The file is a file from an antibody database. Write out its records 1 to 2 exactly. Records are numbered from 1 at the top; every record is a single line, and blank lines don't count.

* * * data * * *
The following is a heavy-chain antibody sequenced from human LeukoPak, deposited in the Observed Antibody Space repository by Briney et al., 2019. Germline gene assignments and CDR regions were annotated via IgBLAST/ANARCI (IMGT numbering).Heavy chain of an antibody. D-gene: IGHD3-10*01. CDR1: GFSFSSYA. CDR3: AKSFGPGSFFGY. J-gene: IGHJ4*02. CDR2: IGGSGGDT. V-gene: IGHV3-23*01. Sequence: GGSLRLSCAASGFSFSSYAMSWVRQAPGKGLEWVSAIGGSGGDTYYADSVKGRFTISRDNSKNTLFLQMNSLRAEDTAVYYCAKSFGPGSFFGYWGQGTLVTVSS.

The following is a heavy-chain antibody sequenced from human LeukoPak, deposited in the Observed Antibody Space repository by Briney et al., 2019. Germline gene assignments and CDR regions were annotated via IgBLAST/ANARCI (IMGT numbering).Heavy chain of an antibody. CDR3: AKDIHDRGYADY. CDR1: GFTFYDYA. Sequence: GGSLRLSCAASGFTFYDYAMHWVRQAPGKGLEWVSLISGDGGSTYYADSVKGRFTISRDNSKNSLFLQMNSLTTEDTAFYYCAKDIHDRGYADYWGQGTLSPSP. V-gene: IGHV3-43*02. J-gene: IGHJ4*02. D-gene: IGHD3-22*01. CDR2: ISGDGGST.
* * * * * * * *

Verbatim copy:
The following is a heavy-chain antibody sequenced from human LeukoPak, deposited in the Observed Antibody Space repository by Briney et al., 2019. Germline gene assignments and CDR regions were annotated via IgBLAST/ANARCI (IMGT numbering).Heavy chain of an antibody. D-gene: IGHD3-10*01. CDR1: GFSFSSYA. CDR3: AKSFGPGSFFGY. J-gene: IGHJ4*02. CDR2: IGGSGGDT. V-gene: IGHV3-23*01. Sequence: GGSLRLSCAASGFSFSSYAMSWVRQAPGKGLEWVSAIGGSGGDTYYADSVKGRFTISRDNSKNTLFLQMNSLRAEDTAVYYCAKSFGPGSFFGYWGQGTLVTVSS.

The following is a heavy-chain antibody sequenced from human LeukoPak, deposited in the Observed Antibody Space repository by Briney et al., 2019. Germline gene assignments and CDR regions were annotated via IgBLAST/ANARCI (IMGT numbering).Heavy chain of an antibody. CDR3: AKDIHDRGYADY. CDR1: GFTFYDYA. Sequence: GGSLRLSCAASGFTFYDYAMHWVRQAPGKGLEWVSLISGDGGSTYYADSVKGRFTISRDNSKNSLFLQMNSLTTEDTAFYYCAKDIHDRGYADYWGQGTLSPSP. V-gene: IGHV3-43*02. J-gene: IGHJ4*02. D-gene: IGHD3-22*01. CDR2: ISGDGGST.